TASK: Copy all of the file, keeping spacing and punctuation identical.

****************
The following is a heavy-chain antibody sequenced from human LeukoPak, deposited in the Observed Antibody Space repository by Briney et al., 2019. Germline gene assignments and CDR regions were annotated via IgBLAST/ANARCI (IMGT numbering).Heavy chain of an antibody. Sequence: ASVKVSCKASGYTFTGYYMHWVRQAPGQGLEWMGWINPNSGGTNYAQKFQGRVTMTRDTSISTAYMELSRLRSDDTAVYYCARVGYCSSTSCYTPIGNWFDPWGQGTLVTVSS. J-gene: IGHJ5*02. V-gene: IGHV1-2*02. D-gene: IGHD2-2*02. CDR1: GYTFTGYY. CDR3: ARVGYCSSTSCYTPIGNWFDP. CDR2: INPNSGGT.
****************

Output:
The following is a heavy-chain antibody sequenced from human LeukoPak, deposited in the Observed Antibody Space repository by Briney et al., 2019. Germline gene assignments and CDR regions were annotated via IgBLAST/ANARCI (IMGT numbering).Heavy chain of an antibody. Sequence: ASVKVSCKASGYTFTGYYMHWVRQAPGQGLEWMGWINPNSGGTNYAQKFQGRVTMTRDTSISTAYMELSRLRSDDTAVYYCARVGYCSSTSCYTPIGNWFDPWGQGTLVTVSS. J-gene: IGHJ5*02. V-gene: IGHV1-2*02. D-gene: IGHD2-2*02. CDR1: GYTFTGYY. CDR3: ARVGYCSSTSCYTPIGNWFDP. CDR2: INPNSGGT.